Flowers said what so many have wished they could say to lawmakers, and people are loving her for it.

Twitter users have responded to video of Flowers' fiery speech with a virtual standing ovation.

Thank you for speaking truth to power, Senator Flowers.

The senator's full remarks can be seen here. Watch the highlight video shared by Now This below:

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Brian Olesen never imagined he would end up homeless.

The former U.S. Air Force medic had led a full and active life, complete with a long career in the medical field, a 20-year marriage, and a love of anything aquatic. But after hip surgery and chronic back pain left him disabled in 2013, he lost his ability to work. Due to changes in eligibility requirements, he couldn't qualify for federal veteran housing programs. His back issues were difficult to prove medically, so he didn't qualify for disability. Though he'd worked his whole life, having no income for five years took its toll. He got evicted from a couple of apartments and found himself living on the streets.

But in 2018, two things completely turned Olesen's life around. He was able to both qualify for disability and to move into an affordable housing community in Miami's Goulds neighborhood called Karis Village.

When people think of affordable housing, they don't usually picture a place like Karis Village. The 88-unit development is brand new, and built with an attention to design that is not always expected for developments that serve as home to people on limited incomes. The apartments have tile floors, marble countertops, and all new appliances and furniture, and the grounds are beautiful and well-kept, with a playground and common areas for residents to gather.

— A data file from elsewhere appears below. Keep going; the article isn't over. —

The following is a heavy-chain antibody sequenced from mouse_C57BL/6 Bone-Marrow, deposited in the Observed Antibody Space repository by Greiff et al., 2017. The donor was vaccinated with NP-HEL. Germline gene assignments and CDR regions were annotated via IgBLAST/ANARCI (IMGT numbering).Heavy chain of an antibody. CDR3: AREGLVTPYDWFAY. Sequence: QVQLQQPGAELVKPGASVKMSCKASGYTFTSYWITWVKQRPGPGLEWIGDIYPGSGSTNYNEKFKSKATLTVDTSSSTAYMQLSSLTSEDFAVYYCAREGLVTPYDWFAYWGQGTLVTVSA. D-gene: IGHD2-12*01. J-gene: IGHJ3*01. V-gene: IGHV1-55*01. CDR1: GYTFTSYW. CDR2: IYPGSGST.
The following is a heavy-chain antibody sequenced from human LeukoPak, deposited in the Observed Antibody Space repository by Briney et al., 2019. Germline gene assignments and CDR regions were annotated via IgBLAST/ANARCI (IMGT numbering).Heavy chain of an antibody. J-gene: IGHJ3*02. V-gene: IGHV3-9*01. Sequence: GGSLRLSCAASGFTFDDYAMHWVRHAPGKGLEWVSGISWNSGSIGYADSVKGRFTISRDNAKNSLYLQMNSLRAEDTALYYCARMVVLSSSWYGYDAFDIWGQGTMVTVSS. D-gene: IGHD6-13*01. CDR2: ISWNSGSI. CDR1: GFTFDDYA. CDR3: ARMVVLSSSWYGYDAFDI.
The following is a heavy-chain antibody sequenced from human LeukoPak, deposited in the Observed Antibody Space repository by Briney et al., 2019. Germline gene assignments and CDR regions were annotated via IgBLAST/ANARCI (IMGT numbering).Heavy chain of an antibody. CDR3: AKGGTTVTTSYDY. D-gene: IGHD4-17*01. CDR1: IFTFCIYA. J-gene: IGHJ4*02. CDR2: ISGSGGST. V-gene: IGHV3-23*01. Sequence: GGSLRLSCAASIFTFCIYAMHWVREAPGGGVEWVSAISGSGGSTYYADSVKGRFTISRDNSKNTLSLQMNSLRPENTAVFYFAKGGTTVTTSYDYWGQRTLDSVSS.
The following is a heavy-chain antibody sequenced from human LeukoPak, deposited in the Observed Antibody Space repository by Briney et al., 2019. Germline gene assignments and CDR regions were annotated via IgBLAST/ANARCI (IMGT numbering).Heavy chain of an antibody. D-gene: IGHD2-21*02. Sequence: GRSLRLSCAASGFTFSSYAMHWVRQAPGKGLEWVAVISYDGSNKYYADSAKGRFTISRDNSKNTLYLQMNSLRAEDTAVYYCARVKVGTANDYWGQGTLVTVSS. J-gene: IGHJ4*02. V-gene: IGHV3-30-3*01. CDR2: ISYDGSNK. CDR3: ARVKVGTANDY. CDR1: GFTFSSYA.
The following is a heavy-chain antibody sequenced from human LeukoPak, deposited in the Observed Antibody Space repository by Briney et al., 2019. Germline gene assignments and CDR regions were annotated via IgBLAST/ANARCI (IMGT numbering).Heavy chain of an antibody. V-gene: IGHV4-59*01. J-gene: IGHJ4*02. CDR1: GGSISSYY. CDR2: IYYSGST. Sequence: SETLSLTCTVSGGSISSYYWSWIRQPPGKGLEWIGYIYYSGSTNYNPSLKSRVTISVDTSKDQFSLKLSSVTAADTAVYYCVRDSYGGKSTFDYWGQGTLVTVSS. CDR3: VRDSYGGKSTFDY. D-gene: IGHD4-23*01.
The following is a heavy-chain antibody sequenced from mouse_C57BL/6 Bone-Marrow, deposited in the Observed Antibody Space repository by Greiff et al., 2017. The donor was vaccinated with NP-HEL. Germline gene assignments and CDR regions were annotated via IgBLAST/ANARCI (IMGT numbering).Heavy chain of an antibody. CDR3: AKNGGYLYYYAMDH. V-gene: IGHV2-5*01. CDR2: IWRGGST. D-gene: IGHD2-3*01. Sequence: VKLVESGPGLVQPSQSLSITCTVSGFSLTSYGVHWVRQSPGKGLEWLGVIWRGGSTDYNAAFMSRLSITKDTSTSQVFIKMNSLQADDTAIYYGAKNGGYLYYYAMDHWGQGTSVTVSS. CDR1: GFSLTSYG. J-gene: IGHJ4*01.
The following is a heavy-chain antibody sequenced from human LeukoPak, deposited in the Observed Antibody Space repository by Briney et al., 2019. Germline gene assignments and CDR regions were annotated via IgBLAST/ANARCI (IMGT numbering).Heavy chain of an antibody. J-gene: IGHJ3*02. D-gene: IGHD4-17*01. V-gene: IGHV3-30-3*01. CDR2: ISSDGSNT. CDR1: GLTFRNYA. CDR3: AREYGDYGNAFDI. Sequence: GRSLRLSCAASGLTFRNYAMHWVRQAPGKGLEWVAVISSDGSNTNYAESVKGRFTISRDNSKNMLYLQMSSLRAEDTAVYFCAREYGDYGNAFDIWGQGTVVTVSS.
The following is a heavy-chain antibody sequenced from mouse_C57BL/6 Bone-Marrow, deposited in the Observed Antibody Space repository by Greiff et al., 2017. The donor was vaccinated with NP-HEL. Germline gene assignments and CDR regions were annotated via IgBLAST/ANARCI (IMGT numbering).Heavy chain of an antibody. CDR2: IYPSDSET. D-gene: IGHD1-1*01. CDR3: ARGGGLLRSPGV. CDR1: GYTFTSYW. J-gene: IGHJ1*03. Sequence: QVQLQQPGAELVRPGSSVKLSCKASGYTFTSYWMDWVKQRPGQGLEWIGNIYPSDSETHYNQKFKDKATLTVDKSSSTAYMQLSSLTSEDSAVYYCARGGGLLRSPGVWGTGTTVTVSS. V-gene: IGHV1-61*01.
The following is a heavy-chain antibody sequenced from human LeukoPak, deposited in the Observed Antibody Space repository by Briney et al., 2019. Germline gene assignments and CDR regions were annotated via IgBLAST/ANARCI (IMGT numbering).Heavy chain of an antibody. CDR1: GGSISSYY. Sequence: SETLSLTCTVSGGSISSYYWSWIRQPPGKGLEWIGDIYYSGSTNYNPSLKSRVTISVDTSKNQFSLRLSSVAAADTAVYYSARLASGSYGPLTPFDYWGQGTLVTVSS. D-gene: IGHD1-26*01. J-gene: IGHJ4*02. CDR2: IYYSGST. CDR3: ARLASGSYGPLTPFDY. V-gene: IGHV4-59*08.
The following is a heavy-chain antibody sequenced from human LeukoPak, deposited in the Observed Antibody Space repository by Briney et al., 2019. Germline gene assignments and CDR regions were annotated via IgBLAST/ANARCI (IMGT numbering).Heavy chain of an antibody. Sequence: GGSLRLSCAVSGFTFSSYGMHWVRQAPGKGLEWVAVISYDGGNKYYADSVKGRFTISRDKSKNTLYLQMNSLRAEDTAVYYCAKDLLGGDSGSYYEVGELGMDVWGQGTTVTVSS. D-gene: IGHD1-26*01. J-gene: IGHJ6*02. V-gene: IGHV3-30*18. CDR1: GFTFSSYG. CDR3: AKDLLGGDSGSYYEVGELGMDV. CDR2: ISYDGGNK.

Brian Olesen in his kitchen at Karis VillageCapital One

Karis Village isn't just a housing development; it's a home and a community. Half of the units are set aside for veterans who have experienced homelessness, like Olesen. The other half are largely occupied by single-parent families.

"To me, this building was just a gift," says Olesen. "All of the different parties that got together to put this building together… making half the building available to veterans. We've got no place to go."

Addressing veteran homelessness was one of the goals of Karis Village, which was built through a partnership that included Carrfour Supportive Housing — a mission-driven, not-for-profit affordable housing organization in southern Florida — and Capital One's Community Finance team. More than just an affordable place to live, the community has full-time staff on hand to help coordinate services—from addiction recovery programs to transportation options to job search and placement. Also included are peer counselors who provide emotional and psychological support for residents.

Karis Village, an affordable housing community in Miami, Florida.Capital One

Carrfour President and CEO Stephanie Berman says the core function of the services team on site is to build a supportive community.